First, the court rejected Warsaw's lost-profits claim based on sales of fixations to Medtronic. The court characterized Warsaw's claim as based on a theory of "convoyed sales," which is a sale of a product that is not patented, but is sufficiently related to the patented product such that the patent owner may recover lost profits for the convoyed sales. The court explained that to be entitled to lost profits for convoyed sales, the related products must be functionally related to the patented product and losses must be reasonably foreseeable; selling the products together "merely for 'convenience or business advantage' is not enough." If the convoyed sale has a use separate from the patented product it supports a nonfunctional relationship. The court stated that Warsaw did not present evidence that the fixations had no independent function. Thus, the court concluded that packaging the fixations with the patented products into a kit was merely for convenience or business strategy, not a basis for lost profits.
Next, the court rejected Warsaw's argument that it was entitled to lost profits based on royalty payments from Deggendorf and Puerto Rico. Warsaw acknowledged that the law prevents recovering related companies' lost profits. Warsaw argued, however, that it was not seeking Deggendorf and Puerto Rico's lost profits; rather, it was seeking money that Warsaw would otherwise have received via royalty payments but for NuVasive's infringement. Citing the long-recognized principle that lost profits must come from the lost sales of a product or service the patent owner itself was selling, the court rejected Warsaw's argument because Warsaw itself did not sell the patented product.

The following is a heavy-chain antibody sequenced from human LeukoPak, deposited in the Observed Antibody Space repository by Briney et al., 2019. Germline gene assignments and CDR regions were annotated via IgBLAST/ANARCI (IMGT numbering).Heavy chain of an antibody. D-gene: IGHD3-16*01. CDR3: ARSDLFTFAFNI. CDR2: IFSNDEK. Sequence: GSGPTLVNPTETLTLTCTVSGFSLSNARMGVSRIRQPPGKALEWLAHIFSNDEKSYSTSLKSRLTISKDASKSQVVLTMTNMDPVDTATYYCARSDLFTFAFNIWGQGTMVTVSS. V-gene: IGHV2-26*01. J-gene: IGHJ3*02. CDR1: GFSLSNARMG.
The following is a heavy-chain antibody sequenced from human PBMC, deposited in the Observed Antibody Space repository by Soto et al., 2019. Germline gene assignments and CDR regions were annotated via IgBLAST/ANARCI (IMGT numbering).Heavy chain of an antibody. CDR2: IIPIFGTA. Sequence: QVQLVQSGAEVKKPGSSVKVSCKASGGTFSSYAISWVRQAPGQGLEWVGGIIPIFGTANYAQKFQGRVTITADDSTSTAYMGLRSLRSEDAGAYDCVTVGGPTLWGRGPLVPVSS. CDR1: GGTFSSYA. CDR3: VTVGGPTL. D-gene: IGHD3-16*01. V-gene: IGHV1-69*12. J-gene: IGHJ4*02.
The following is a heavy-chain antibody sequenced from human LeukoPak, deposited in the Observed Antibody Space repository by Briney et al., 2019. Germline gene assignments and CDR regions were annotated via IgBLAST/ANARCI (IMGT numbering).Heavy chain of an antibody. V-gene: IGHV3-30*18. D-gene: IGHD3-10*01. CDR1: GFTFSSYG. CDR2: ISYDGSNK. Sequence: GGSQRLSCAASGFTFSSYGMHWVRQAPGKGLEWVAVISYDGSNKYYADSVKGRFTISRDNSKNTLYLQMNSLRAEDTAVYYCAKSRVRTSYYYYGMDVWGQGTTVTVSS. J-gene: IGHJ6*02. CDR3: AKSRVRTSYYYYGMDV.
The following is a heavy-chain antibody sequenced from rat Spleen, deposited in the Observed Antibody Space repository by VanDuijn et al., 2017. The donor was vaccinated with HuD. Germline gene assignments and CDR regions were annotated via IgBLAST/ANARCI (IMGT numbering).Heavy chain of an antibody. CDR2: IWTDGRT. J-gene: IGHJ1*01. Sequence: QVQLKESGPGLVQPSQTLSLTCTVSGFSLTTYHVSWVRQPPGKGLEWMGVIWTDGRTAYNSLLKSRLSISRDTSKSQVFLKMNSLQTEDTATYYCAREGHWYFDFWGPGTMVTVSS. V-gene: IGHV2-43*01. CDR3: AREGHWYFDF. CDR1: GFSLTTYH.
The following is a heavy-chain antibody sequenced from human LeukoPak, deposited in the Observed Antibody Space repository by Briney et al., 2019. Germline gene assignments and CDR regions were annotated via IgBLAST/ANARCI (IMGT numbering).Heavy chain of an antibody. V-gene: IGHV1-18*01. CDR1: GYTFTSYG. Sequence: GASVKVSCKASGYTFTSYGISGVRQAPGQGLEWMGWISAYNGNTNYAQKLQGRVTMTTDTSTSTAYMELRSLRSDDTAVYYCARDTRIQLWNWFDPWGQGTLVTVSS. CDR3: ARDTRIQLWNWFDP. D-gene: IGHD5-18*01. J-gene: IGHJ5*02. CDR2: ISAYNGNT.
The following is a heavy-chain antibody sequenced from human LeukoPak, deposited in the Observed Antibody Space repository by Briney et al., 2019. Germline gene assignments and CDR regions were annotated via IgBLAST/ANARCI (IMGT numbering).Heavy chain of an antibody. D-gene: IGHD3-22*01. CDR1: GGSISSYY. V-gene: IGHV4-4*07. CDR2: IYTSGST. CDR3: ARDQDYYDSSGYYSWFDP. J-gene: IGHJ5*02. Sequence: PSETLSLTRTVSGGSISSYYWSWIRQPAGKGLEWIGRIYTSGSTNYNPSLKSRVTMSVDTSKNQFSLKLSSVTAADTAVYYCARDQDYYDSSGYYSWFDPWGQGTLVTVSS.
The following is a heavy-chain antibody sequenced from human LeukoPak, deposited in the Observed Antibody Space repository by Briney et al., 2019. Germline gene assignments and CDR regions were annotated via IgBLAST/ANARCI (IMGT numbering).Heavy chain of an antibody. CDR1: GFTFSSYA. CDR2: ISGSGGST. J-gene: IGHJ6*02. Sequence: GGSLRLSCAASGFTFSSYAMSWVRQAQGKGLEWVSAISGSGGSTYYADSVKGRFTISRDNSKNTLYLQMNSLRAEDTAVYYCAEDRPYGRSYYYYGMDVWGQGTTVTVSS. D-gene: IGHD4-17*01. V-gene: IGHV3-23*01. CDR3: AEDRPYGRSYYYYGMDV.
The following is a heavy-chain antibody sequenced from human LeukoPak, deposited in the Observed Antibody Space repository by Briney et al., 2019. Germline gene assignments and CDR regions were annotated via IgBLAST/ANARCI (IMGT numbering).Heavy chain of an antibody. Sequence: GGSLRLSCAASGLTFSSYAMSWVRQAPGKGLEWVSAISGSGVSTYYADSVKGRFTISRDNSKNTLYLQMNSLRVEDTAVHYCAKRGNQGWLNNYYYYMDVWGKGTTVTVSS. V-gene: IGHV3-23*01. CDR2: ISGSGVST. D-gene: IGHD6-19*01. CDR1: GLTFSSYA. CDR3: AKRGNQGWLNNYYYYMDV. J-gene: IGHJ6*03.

Finally, the court found that the true-up payments were not recoverable as lost profits. The court reasoned that Warsaw made no effort to distinguish what percentage of the true-up payments was attributable to the patented technologies as opposed to payments on unrelated transactions. The court also noted that the transfer-pricing policies indicated that the true-ups are established on a company-by-company basis, not a technology-by-technology or even a product-by-product basis.
Although the court found that Warsaw was not entitled to lost profits, by statute, Warsaw is entitled to a reasonable royalty award to compensate it for the value of its patented technologies. Because the jury's verdict did not indicate what evidence the reasonable royalty award was based on or the time period it applied to, the court remanded the action to the district court for a new trial to determine a reasonable royalty award.
Strategy and Conclusion
This decision shows the difficulty in proving a claim for lost profits, and that if a lost-profits claim is based on a payment agreement that includes both patented and unpatented technology, it may be helpful if the agreement indicates which portion is attributable to the patented technology.